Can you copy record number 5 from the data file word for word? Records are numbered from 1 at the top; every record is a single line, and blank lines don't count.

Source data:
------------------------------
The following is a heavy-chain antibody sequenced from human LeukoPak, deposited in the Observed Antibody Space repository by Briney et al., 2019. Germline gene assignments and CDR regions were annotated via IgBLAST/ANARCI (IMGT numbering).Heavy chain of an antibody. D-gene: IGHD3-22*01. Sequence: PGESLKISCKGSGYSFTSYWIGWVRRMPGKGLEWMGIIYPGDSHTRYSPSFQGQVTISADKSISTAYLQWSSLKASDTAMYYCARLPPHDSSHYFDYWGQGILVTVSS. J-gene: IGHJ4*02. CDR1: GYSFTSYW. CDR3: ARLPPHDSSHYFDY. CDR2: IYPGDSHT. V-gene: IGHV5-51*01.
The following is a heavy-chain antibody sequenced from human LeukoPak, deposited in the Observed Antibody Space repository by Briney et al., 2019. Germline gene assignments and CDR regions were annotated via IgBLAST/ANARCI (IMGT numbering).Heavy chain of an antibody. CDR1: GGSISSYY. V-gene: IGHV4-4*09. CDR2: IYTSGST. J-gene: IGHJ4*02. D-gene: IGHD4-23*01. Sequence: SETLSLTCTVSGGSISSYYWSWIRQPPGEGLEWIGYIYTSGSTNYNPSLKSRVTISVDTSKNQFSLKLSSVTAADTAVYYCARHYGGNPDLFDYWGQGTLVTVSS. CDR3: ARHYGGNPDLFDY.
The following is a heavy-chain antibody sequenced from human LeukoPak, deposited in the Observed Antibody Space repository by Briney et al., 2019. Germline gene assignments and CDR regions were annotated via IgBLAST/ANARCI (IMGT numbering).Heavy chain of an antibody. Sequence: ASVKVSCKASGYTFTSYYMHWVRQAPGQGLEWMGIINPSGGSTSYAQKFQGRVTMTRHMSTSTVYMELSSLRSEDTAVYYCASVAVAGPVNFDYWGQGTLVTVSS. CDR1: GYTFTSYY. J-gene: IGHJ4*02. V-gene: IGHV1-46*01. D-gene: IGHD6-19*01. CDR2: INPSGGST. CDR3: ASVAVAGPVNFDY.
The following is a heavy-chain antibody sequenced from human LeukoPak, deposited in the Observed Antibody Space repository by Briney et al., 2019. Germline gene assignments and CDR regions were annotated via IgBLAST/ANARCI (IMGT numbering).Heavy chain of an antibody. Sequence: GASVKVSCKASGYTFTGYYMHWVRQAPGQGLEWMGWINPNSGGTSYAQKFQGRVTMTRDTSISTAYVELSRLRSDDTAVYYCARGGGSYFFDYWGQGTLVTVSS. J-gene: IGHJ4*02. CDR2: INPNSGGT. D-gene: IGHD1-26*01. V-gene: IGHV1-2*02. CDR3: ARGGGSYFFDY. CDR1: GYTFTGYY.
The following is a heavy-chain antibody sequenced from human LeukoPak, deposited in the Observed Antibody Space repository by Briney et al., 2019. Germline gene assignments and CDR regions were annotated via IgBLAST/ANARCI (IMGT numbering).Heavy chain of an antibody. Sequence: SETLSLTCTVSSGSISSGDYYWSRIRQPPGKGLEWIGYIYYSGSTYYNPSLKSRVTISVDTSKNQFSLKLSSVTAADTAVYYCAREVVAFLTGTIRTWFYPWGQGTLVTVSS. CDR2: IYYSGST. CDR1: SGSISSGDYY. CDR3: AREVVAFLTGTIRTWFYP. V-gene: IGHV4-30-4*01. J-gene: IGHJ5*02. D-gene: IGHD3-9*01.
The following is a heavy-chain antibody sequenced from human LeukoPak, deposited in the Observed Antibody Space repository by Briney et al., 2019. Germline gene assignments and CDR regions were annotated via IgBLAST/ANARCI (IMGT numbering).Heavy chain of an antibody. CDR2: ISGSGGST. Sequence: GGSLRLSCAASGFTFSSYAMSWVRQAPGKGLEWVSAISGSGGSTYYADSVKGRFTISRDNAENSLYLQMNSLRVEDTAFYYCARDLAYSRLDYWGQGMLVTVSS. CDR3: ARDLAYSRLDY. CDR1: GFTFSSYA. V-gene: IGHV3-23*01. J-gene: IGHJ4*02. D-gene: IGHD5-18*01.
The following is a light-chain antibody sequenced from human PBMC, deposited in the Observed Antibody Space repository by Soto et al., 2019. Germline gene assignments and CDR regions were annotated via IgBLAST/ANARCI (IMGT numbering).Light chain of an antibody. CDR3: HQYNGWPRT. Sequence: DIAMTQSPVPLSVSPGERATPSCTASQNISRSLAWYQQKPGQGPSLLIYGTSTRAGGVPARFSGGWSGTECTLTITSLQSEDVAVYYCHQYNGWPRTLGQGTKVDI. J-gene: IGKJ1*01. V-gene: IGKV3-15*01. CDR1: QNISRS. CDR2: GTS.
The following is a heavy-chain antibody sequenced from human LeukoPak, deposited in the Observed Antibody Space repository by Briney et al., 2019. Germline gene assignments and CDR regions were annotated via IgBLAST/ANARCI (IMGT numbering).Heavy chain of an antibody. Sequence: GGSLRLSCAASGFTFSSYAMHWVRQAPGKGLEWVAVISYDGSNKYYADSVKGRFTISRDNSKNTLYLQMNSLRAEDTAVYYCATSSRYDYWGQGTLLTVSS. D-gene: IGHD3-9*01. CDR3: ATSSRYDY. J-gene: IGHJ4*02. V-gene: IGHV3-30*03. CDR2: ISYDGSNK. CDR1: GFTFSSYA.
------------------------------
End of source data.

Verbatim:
The following is a heavy-chain antibody sequenced from human LeukoPak, deposited in the Observed Antibody Space repository by Briney et al., 2019. Germline gene assignments and CDR regions were annotated via IgBLAST/ANARCI (IMGT numbering).Heavy chain of an antibody. Sequence: SETLSLTCTVSSGSISSGDYYWSRIRQPPGKGLEWIGYIYYSGSTYYNPSLKSRVTISVDTSKNQFSLKLSSVTAADTAVYYCAREVVAFLTGTIRTWFYPWGQGTLVTVSS. CDR2: IYYSGST. CDR1: SGSISSGDYY. CDR3: AREVVAFLTGTIRTWFYP. V-gene: IGHV4-30-4*01. J-gene: IGHJ5*02. D-gene: IGHD3-9*01.